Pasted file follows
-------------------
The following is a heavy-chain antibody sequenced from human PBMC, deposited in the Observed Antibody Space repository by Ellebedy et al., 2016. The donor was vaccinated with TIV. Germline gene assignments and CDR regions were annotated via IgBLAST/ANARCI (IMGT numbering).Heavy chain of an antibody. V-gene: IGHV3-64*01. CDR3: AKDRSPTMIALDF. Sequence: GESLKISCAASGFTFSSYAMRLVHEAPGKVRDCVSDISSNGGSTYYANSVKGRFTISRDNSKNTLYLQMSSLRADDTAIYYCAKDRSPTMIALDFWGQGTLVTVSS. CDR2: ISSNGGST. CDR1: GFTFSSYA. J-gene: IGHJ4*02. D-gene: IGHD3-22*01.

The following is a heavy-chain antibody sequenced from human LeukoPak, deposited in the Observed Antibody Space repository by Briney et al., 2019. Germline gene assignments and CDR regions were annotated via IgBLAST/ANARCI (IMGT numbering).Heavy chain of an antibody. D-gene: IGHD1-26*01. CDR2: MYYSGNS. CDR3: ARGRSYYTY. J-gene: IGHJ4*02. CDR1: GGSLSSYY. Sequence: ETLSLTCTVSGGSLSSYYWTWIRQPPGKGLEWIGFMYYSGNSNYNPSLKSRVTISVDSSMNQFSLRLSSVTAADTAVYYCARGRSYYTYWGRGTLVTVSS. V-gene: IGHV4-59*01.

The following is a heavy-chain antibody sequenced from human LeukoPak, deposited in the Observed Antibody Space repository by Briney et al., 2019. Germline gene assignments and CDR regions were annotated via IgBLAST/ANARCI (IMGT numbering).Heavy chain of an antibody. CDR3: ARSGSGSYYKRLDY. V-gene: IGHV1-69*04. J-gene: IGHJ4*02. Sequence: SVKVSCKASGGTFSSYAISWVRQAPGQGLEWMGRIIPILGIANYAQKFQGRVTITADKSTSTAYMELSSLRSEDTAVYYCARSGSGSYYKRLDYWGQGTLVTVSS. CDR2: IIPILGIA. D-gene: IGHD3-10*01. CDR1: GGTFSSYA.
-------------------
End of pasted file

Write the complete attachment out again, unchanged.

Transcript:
The following is a heavy-chain antibody sequenced from human PBMC, deposited in the Observed Antibody Space repository by Ellebedy et al., 2016. The donor was vaccinated with TIV. Germline gene assignments and CDR regions were annotated via IgBLAST/ANARCI (IMGT numbering).Heavy chain of an antibody. V-gene: IGHV3-64*01. CDR3: AKDRSPTMIALDF. Sequence: GESLKISCAASGFTFSSYAMRLVHEAPGKVRDCVSDISSNGGSTYYANSVKGRFTISRDNSKNTLYLQMSSLRADDTAIYYCAKDRSPTMIALDFWGQGTLVTVSS. CDR2: ISSNGGST. CDR1: GFTFSSYA. J-gene: IGHJ4*02. D-gene: IGHD3-22*01.

The following is a heavy-chain antibody sequenced from human LeukoPak, deposited in the Observed Antibody Space repository by Briney et al., 2019. Germline gene assignments and CDR regions were annotated via IgBLAST/ANARCI (IMGT numbering).Heavy chain of an antibody. D-gene: IGHD1-26*01. CDR2: MYYSGNS. CDR3: ARGRSYYTY. J-gene: IGHJ4*02. CDR1: GGSLSSYY. Sequence: ETLSLTCTVSGGSLSSYYWTWIRQPPGKGLEWIGFMYYSGNSNYNPSLKSRVTISVDSSMNQFSLRLSSVTAADTAVYYCARGRSYYTYWGRGTLVTVSS. V-gene: IGHV4-59*01.

The following is a heavy-chain antibody sequenced from human LeukoPak, deposited in the Observed Antibody Space repository by Briney et al., 2019. Germline gene assignments and CDR regions were annotated via IgBLAST/ANARCI (IMGT numbering).Heavy chain of an antibody. CDR3: ARSGSGSYYKRLDY. V-gene: IGHV1-69*04. J-gene: IGHJ4*02. Sequence: SVKVSCKASGGTFSSYAISWVRQAPGQGLEWMGRIIPILGIANYAQKFQGRVTITADKSTSTAYMELSSLRSEDTAVYYCARSGSGSYYKRLDYWGQGTLVTVSS. CDR2: IIPILGIA. D-gene: IGHD3-10*01. CDR1: GGTFSSYA.